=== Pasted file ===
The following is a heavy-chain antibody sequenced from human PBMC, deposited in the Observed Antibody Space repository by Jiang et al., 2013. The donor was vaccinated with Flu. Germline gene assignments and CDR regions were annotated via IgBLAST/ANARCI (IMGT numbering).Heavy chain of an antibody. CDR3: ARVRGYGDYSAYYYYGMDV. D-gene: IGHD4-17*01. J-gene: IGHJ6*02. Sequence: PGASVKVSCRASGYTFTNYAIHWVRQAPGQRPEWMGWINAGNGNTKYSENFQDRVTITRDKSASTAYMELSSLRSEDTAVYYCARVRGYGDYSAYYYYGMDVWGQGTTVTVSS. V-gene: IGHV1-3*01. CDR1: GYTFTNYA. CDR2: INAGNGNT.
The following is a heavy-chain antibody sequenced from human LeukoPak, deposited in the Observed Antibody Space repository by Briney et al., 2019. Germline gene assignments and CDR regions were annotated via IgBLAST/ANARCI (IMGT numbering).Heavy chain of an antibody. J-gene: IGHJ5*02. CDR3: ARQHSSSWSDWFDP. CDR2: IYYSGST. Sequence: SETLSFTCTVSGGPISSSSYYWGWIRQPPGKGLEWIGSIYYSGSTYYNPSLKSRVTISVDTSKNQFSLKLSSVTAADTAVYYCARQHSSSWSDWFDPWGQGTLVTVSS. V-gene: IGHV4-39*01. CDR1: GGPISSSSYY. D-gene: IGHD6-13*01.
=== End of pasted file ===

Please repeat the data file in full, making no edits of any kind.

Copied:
The following is a heavy-chain antibody sequenced from human PBMC, deposited in the Observed Antibody Space repository by Jiang et al., 2013. The donor was vaccinated with Flu. Germline gene assignments and CDR regions were annotated via IgBLAST/ANARCI (IMGT numbering).Heavy chain of an antibody. CDR3: ARVRGYGDYSAYYYYGMDV. D-gene: IGHD4-17*01. J-gene: IGHJ6*02. Sequence: PGASVKVSCRASGYTFTNYAIHWVRQAPGQRPEWMGWINAGNGNTKYSENFQDRVTITRDKSASTAYMELSSLRSEDTAVYYCARVRGYGDYSAYYYYGMDVWGQGTTVTVSS. V-gene: IGHV1-3*01. CDR1: GYTFTNYA. CDR2: INAGNGNT.
The following is a heavy-chain antibody sequenced from human LeukoPak, deposited in the Observed Antibody Space repository by Briney et al., 2019. Germline gene assignments and CDR regions were annotated via IgBLAST/ANARCI (IMGT numbering).Heavy chain of an antibody. J-gene: IGHJ5*02. CDR3: ARQHSSSWSDWFDP. CDR2: IYYSGST. Sequence: SETLSFTCTVSGGPISSSSYYWGWIRQPPGKGLEWIGSIYYSGSTYYNPSLKSRVTISVDTSKNQFSLKLSSVTAADTAVYYCARQHSSSWSDWFDPWGQGTLVTVSS. V-gene: IGHV4-39*01. CDR1: GGPISSSSYY. D-gene: IGHD6-13*01.